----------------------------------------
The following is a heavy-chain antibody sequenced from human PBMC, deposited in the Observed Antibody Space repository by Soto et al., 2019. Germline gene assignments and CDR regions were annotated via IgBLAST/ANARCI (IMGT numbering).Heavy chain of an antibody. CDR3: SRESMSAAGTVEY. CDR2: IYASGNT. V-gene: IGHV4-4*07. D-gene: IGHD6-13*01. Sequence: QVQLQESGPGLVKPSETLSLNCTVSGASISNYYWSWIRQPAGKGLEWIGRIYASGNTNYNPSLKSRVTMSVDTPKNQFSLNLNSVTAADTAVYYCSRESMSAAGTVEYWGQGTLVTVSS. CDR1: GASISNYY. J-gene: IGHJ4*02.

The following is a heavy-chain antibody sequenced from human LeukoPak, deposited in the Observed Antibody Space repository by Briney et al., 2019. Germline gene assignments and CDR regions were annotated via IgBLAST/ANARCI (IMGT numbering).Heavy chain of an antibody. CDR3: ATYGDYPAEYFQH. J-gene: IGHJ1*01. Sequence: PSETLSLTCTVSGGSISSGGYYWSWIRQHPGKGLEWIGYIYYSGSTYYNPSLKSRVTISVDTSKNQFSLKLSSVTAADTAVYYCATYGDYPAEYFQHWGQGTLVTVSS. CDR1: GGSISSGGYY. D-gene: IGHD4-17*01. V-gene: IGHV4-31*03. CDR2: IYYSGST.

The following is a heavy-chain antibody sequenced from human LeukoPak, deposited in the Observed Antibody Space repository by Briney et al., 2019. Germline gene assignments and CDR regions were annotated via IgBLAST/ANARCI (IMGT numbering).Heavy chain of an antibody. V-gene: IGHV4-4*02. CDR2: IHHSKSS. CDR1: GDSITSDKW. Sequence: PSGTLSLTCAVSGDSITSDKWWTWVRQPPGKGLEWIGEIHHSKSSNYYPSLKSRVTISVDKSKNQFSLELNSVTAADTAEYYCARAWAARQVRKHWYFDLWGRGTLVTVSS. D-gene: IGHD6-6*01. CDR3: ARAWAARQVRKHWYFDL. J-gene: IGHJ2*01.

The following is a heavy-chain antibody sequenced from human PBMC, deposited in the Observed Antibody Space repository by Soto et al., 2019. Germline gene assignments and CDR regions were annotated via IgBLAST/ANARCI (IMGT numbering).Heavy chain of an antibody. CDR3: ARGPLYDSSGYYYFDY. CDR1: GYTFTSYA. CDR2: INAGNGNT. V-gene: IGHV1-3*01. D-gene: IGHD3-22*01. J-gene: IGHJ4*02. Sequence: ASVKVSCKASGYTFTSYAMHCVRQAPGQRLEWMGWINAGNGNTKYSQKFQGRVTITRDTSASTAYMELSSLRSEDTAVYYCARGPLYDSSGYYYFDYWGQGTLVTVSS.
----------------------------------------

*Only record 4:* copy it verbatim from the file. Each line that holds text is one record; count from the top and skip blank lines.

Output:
The following is a heavy-chain antibody sequenced from human PBMC, deposited in the Observed Antibody Space repository by Soto et al., 2019. Germline gene assignments and CDR regions were annotated via IgBLAST/ANARCI (IMGT numbering).Heavy chain of an antibody. CDR3: ARGPLYDSSGYYYFDY. CDR1: GYTFTSYA. CDR2: INAGNGNT. V-gene: IGHV1-3*01. D-gene: IGHD3-22*01. J-gene: IGHJ4*02. Sequence: ASVKVSCKASGYTFTSYAMHCVRQAPGQRLEWMGWINAGNGNTKYSQKFQGRVTITRDTSASTAYMELSSLRSEDTAVYYCARGPLYDSSGYYYFDYWGQGTLVTVSS.